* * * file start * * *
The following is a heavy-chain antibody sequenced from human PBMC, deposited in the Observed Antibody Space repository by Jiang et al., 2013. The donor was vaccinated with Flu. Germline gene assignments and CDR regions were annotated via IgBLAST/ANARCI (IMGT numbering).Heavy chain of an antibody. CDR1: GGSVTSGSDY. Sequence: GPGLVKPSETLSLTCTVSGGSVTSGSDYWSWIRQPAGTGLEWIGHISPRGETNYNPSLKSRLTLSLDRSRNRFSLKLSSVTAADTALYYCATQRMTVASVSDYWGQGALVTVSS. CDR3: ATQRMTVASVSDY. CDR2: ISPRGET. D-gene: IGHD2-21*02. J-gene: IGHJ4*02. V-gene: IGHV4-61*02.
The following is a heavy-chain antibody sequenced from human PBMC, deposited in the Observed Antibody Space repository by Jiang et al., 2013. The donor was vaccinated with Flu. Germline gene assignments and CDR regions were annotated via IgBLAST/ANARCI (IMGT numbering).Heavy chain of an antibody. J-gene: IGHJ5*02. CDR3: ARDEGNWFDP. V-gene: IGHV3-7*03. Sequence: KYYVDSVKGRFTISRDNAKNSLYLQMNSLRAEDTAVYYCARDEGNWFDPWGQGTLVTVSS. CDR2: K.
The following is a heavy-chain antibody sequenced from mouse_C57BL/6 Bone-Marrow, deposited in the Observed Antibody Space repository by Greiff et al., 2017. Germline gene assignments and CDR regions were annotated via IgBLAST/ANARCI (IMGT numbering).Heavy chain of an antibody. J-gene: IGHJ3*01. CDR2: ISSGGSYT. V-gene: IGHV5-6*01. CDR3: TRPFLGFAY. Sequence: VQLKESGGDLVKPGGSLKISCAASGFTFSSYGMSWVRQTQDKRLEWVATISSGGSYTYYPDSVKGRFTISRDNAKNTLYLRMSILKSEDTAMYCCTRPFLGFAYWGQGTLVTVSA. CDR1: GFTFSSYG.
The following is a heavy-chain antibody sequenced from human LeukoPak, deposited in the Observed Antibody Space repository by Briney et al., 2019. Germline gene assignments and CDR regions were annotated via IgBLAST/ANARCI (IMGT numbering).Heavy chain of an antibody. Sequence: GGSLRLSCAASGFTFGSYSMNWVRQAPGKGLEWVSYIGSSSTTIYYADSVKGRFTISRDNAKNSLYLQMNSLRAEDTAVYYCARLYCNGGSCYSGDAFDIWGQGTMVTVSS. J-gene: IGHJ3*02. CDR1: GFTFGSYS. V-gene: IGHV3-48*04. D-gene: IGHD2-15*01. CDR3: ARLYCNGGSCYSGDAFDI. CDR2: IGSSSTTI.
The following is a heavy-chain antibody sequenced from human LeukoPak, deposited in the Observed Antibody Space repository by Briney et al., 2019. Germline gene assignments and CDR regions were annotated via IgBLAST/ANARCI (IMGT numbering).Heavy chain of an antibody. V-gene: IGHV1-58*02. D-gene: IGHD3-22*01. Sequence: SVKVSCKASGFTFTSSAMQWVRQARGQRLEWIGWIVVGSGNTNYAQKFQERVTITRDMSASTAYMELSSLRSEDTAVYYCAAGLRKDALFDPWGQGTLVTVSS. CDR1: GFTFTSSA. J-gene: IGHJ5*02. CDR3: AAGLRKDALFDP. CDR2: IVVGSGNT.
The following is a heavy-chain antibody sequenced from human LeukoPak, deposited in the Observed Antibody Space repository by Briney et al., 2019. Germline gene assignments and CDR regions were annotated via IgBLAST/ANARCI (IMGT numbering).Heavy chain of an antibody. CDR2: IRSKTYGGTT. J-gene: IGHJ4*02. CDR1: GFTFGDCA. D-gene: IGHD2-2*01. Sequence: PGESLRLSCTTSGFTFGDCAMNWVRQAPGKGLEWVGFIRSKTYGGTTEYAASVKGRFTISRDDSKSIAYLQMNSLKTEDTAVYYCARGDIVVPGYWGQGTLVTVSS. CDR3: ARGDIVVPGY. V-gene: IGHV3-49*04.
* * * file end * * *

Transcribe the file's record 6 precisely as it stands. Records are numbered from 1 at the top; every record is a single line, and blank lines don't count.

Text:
The following is a heavy-chain antibody sequenced from human LeukoPak, deposited in the Observed Antibody Space repository by Briney et al., 2019. Germline gene assignments and CDR regions were annotated via IgBLAST/ANARCI (IMGT numbering).Heavy chain of an antibody. CDR2: IRSKTYGGTT. J-gene: IGHJ4*02. CDR1: GFTFGDCA. D-gene: IGHD2-2*01. Sequence: PGESLRLSCTTSGFTFGDCAMNWVRQAPGKGLEWVGFIRSKTYGGTTEYAASVKGRFTISRDDSKSIAYLQMNSLKTEDTAVYYCARGDIVVPGYWGQGTLVTVSS. CDR3: ARGDIVVPGY. V-gene: IGHV3-49*04.